Torfajökull (Icelandic for "Torfi's glacier"; [ˈtʰɔrvaˌjœːkʏtl̥]) is a rhyolitic stratovolcano, caldera (central volcano) and complex of subglacial volcanoes, located north of Mýrdalsjökull and south of Þórisvatn Lake, Iceland. Torfajökull last erupted in 1477 and consists of the largest area of silicic extrusive rocks in Iceland.

Kaldaklofsfjöll (41).jpg
Torfajökull area
Highest point
Elevation1,259 m (4,131 ft)
Coordinates63°55′00″N 19°10′00″W / 63.91667°N 19.16667°W / 63.91667; -19.16667Coordinates: 63°55′00″N 19°10′00″W / 63.91667°N 19.16667°W / 63.91667; -19.16667
Torfajökull is located in Iceland
Age of rockPleistocene
Mountain typeStratovolcano
Last eruptionMarch 1477

The volcano's eruption around 870, a combined bimodal eruption (rhyolite-basalt) with additional engagement of the Bárðarbunga-Veiðivötn volcanic system, has left a thin layer of easily recognized mixed tephra all over Iceland (Landnámslag).[1] This layer makes it possible to determine the exact dates of many archeological finds by so called tephrochronology, like in the Reykjavík 871±2 museum.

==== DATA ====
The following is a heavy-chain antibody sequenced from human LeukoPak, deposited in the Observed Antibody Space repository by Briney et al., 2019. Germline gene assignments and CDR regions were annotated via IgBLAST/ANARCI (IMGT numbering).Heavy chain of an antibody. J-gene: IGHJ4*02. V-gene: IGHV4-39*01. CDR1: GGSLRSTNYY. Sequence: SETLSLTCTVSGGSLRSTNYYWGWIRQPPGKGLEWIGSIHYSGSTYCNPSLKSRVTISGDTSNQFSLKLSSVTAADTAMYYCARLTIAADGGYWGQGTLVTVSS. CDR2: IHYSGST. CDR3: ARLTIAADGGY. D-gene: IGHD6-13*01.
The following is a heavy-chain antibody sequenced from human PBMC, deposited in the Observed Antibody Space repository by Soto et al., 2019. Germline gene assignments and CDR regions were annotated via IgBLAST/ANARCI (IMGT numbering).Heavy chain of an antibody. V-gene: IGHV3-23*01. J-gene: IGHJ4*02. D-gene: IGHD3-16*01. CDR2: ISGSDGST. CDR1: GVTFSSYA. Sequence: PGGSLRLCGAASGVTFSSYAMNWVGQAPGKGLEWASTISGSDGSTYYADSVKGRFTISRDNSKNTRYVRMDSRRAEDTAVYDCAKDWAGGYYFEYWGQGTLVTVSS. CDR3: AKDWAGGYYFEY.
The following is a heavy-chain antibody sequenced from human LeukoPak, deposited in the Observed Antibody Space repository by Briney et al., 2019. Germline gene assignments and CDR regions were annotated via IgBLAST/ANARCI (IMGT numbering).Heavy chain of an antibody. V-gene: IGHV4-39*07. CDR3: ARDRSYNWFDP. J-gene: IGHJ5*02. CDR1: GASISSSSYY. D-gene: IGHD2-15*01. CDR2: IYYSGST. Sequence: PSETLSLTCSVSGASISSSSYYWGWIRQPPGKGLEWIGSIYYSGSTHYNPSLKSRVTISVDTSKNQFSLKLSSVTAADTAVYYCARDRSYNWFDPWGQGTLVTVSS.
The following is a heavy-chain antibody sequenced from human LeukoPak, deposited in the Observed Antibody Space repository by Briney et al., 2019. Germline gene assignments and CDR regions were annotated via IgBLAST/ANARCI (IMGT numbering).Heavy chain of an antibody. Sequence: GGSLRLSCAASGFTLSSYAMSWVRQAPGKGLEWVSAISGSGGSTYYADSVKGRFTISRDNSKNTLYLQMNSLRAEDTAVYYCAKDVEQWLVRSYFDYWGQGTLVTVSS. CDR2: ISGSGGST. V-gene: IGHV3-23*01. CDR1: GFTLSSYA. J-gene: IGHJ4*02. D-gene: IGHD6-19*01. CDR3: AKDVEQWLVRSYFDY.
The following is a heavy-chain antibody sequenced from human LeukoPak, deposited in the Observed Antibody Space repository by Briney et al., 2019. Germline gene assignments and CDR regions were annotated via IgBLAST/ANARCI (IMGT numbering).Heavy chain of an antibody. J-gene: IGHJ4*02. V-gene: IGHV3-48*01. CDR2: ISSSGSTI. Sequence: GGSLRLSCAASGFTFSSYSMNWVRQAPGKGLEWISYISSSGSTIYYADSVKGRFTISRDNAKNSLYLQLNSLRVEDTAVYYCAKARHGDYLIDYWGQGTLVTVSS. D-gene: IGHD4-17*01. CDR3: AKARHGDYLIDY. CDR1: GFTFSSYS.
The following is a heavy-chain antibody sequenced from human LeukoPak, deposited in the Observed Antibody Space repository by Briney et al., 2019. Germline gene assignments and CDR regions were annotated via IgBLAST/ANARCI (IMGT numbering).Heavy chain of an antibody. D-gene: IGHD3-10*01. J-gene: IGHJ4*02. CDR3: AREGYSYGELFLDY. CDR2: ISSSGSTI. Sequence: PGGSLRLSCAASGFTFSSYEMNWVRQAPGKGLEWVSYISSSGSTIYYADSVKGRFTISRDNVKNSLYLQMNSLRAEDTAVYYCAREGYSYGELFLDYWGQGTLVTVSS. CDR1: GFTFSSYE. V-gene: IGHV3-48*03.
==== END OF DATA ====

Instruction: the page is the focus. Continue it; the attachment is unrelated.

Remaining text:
According to legend, the glacier is named for Torfi Jónsson í Klofa, an Icelandic historical figure. When the plague arrived in Iceland in 1493, Torfi fled with his family and his belongings into the highlands and settled in a valley surrounded by the glacier.[2]

According to another legend, the glacier is named for Torfi, a farm worker at a nearby farm. Torfi eloped with the farmer's daughter and fled to the glacier.[3]

See alsoEdit


  1. ^ C.F. Zellmer, etal.: On the recent bimodal magmatic processes and their rates in the Torfajökull–Veidivötn area, Iceland. Earth and Planetary Science Letters 269 (2008) 387–397.
  2. ^ "Sagnir af Torfa í Klofa".
  3. ^

External linksEdit